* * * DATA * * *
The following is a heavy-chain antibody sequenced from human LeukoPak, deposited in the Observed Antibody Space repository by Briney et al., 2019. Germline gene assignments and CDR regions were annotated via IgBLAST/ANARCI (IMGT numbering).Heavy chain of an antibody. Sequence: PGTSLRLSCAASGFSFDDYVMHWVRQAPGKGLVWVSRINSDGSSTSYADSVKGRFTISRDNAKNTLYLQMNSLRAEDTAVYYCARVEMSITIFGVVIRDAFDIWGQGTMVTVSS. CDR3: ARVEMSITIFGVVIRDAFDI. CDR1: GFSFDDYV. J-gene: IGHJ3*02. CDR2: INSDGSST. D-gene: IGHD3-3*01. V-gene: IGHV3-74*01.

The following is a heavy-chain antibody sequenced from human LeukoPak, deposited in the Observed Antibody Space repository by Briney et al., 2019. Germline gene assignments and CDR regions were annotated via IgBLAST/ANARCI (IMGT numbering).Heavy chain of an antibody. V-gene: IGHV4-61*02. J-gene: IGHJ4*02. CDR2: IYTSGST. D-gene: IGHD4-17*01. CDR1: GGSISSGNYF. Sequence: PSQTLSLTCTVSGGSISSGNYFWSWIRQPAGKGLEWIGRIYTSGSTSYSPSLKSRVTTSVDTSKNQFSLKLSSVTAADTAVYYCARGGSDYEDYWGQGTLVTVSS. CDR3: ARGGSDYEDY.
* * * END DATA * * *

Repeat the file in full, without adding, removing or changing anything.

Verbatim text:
The following is a heavy-chain antibody sequenced from human LeukoPak, deposited in the Observed Antibody Space repository by Briney et al., 2019. Germline gene assignments and CDR regions were annotated via IgBLAST/ANARCI (IMGT numbering).Heavy chain of an antibody. Sequence: PGTSLRLSCAASGFSFDDYVMHWVRQAPGKGLVWVSRINSDGSSTSYADSVKGRFTISRDNAKNTLYLQMNSLRAEDTAVYYCARVEMSITIFGVVIRDAFDIWGQGTMVTVSS. CDR3: ARVEMSITIFGVVIRDAFDI. CDR1: GFSFDDYV. J-gene: IGHJ3*02. CDR2: INSDGSST. D-gene: IGHD3-3*01. V-gene: IGHV3-74*01.

The following is a heavy-chain antibody sequenced from human LeukoPak, deposited in the Observed Antibody Space repository by Briney et al., 2019. Germline gene assignments and CDR regions were annotated via IgBLAST/ANARCI (IMGT numbering).Heavy chain of an antibody. V-gene: IGHV4-61*02. J-gene: IGHJ4*02. CDR2: IYTSGST. D-gene: IGHD4-17*01. CDR1: GGSISSGNYF. Sequence: PSQTLSLTCTVSGGSISSGNYFWSWIRQPAGKGLEWIGRIYTSGSTSYSPSLKSRVTTSVDTSKNQFSLKLSSVTAADTAVYYCARGGSDYEDYWGQGTLVTVSS. CDR3: ARGGSDYEDY.